New Year, New Tournaments!

I was too sick to play badminton on Christmas, but I rallied for New Years because I had tournament to play on New Years Eve day. A Team tournament. And I was chosen to be captain again!

This tournament was organized by my friend, and I hope I’m not outing anyone here, but in my head I called it “My Big, Gay Badminton Tournament” because, well, for obvious reasons. It was also almost all guys, only me and one other girl (both of us are friends with the organizer so he asked us to join) and even though Azhi isn’t gay, as my partner he was allowed to play with me.

There was almost 100 people from all over China that came to play in this tournament. And before you start thinking it was some “sissy” tournament these guys played an incredibly high level. So much so that my team was completely outclassed and needed a handicap.

It was also a unique style tournament that was self reporting. Let me try to explain.

My friend didn’t want people to come all the way to Xiamen, play one game, lose, and sit out the rest of the tournament. He wanted everyone to play all day long–really get their moneys worth. So, instead of a win/lose tournament, it was a points tournament.

Each team has 5 pairs (all males doubles except me–the other girl is an incredibly strong female player, one of the strongest in the city, so she played men’s doubles). Each pair was ranked with team one being the best, team two second best and so on. As a mixed doubles team I was at a severe disadvantage so I was ranked 5th in my team.

So the #1 team in my group played with the #1 team in all the other groups. The #2 team played with the #2 team in all the groups and so on. There was 9 teams total so each group got to play 8 games.

We went team by team, so my team would play all five games with another team before moving on to play with the next team.

Since there was no referees, each team had to keep track of their own scores, writing them down on a piece of paper the organizer prepared. Then, when the five games were finished the team captain (that would be me) compared their records with the other team captain. The scores should have been the same and then each team captain signs the other team captains paper saying they both agree.

This is a total mess and maybe you can’t tell what is going on, but this was our final scorecard.

Then the organizer took the scores and the team with the most points won. Get it? Its a bit hard to explain and it took me half the morning to understand what was going on, but it worked out quite well and I liked how each team got to play all day long. It took us about 6 hours to play all the games with a 30 minute break for lunch.

Like I said, these guys were awesome. My team was made up of serious players who train and we were completely out of our league. We were so disadvantaged the organizer gave the first three groups in my team an eight point lead. Eight points in a 21 point game! And no one complained or thought it was unfair, so everyone knew how much better they were than us.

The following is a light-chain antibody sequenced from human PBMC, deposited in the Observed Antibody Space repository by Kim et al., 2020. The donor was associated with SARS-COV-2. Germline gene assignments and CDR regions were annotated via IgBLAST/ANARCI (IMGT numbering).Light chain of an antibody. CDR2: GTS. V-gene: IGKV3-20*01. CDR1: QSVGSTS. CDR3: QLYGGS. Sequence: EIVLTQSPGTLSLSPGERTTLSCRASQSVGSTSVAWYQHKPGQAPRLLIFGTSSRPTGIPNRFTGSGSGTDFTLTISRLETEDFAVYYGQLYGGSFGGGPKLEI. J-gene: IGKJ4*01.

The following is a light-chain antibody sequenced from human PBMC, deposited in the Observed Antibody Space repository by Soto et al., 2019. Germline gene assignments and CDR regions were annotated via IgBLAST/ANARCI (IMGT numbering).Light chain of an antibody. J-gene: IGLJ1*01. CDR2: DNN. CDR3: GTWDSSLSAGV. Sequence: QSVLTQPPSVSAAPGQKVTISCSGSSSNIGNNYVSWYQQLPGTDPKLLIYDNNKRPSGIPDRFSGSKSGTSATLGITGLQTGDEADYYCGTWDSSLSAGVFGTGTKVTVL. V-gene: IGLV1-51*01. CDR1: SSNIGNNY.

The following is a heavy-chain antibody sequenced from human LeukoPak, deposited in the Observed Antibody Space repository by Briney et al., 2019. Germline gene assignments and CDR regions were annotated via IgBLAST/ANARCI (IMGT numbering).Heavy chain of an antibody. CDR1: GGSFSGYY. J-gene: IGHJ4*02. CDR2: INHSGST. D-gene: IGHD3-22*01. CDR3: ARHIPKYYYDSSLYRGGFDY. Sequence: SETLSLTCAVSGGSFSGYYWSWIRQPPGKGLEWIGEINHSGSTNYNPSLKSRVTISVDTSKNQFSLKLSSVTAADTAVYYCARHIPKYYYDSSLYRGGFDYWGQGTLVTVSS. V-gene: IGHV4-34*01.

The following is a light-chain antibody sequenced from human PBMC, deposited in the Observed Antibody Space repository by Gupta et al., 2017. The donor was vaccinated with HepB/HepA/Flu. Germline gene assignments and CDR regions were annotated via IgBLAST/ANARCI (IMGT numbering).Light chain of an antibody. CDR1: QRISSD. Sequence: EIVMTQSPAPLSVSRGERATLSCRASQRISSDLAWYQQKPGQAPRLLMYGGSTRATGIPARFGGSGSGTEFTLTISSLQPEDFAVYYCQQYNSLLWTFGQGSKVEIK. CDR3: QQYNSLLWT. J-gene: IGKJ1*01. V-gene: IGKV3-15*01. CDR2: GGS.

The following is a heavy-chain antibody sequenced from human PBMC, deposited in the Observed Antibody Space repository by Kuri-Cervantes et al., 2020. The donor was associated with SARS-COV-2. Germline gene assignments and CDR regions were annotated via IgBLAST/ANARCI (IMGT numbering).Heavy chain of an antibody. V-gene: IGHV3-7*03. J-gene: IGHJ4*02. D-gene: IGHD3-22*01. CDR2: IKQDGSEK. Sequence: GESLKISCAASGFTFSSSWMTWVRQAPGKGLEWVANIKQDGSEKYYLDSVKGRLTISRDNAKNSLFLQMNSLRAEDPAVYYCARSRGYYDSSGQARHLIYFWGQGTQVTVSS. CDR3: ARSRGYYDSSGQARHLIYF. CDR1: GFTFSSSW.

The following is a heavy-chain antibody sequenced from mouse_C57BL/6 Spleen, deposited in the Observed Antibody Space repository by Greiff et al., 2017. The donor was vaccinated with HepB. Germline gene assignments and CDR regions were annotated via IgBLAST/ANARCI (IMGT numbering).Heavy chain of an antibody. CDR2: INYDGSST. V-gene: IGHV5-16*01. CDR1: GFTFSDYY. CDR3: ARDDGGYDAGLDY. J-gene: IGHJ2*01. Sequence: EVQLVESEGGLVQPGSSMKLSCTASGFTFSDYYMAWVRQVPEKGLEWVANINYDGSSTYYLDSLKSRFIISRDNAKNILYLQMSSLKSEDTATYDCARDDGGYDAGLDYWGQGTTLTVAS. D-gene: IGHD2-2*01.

As Azhi and I were the 5th pair in the ranking, we didn’t get the 8 point advantage. The benefit to us is that the 5th pair on all the teams were the “worst” pair. But even the lowest level players were all a very high level and being a mixed doubles team playing against all men’s doubles it was rough for us.

And yet somehow we pulled off three wins (out of eight) which was better than a few of the men’s doubles pairing in my team. Even with the 8-point advantage our #2 team only won twice. Without an 8-point advantage Azhi and I won 3 times. So boo-yah!

Since we knew we were the worst team we had low expectations. During the lunch break the organizer added up all the points and we were where we expected to be: dead last.

One of my team members mock cries as he points out our scores on the board. We were at -74 points where the winning team was at +74 points. Yikes.

But as we started playing the afternoon games, a small rumor reached our ears that it was possible for us to get second to last place. The team that was closest to us had lost big in one game, and we were losing, but our point difference was smaller.

Some of my teammates lost huge, like 3 to 21, and I was sure we were going to come in last. But one of the organizers, who was paying attention to everyone’s scores, said the other team was still losing bigger. And we also had some wins (Azhi and I won two of the afternoon games) which helped our score. Our group was one of the first to finish so we ended up going home first without knowing everyone’s final scores.

As we were getting ready for the big group dinner, the results of the competition came out….we had gotten 8th place out of 9! We beat another team! Even though it sounds super lame we did better than expected. So in our minds we were champions! We ended up -136 points where the worst team ended with -145 points. (The winner got +118 points). It was a victory for us! So proud of my team!

The dinner was super fun. Honestly, as a straight woman I would never join a gay tournament in America. It would be disrespectful and I would open myself up to a lot of criticism. But being gay in China is still seen as a shame, and even people that accept it, don’t treat it as normal. They giggle, or act embarrassed around gay people. But I couldn’t care less what a persons sexual orientation is and I don’t see gay players as any less manly or less of an athlete or a person. Gay guys and white women are natural allies, right?! And as the only white women in attendance I became a bit of a mascot as the night wore on (and everyone got drunker) with people asking to take their picture with me, hug me, and blowing air kisses to me from across the room. It was awesome.

Perfect way to ring in the new year!





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